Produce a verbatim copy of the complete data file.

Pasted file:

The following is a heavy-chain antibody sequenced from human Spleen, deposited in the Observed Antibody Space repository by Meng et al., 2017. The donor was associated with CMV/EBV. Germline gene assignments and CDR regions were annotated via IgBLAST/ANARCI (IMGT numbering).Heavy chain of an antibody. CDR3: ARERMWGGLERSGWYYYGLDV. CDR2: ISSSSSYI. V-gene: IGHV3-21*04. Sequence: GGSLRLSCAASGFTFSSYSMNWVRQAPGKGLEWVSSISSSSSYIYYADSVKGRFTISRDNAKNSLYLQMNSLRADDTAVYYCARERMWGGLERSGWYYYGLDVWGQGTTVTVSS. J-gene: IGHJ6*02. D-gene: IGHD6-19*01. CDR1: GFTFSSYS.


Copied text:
The following is a heavy-chain antibody sequenced from human Spleen, deposited in the Observed Antibody Space repository by Meng et al., 2017. The donor was associated with CMV/EBV. Germline gene assignments and CDR regions were annotated via IgBLAST/ANARCI (IMGT numbering).Heavy chain of an antibody. CDR3: ARERMWGGLERSGWYYYGLDV. CDR2: ISSSSSYI. V-gene: IGHV3-21*04. Sequence: GGSLRLSCAASGFTFSSYSMNWVRQAPGKGLEWVSSISSSSSYIYYADSVKGRFTISRDNAKNSLYLQMNSLRADDTAVYYCARERMWGGLERSGWYYYGLDVWGQGTTVTVSS. J-gene: IGHJ6*02. D-gene: IGHD6-19*01. CDR1: GFTFSSYS.